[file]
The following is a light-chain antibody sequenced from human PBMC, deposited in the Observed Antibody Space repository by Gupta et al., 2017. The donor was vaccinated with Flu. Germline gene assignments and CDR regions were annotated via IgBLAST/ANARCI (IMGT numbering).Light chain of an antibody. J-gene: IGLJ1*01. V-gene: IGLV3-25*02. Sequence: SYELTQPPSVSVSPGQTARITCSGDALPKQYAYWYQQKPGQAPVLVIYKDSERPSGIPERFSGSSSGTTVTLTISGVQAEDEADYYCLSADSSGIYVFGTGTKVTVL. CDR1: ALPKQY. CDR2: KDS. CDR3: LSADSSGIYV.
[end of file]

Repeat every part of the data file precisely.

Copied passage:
The following is a light-chain antibody sequenced from human PBMC, deposited in the Observed Antibody Space repository by Gupta et al., 2017. The donor was vaccinated with Flu. Germline gene assignments and CDR regions were annotated via IgBLAST/ANARCI (IMGT numbering).Light chain of an antibody. J-gene: IGLJ1*01. V-gene: IGLV3-25*02. Sequence: SYELTQPPSVSVSPGQTARITCSGDALPKQYAYWYQQKPGQAPVLVIYKDSERPSGIPERFSGSSSGTTVTLTISGVQAEDEADYYCLSADSSGIYVFGTGTKVTVL. CDR1: ALPKQY. CDR2: KDS. CDR3: LSADSSGIYV.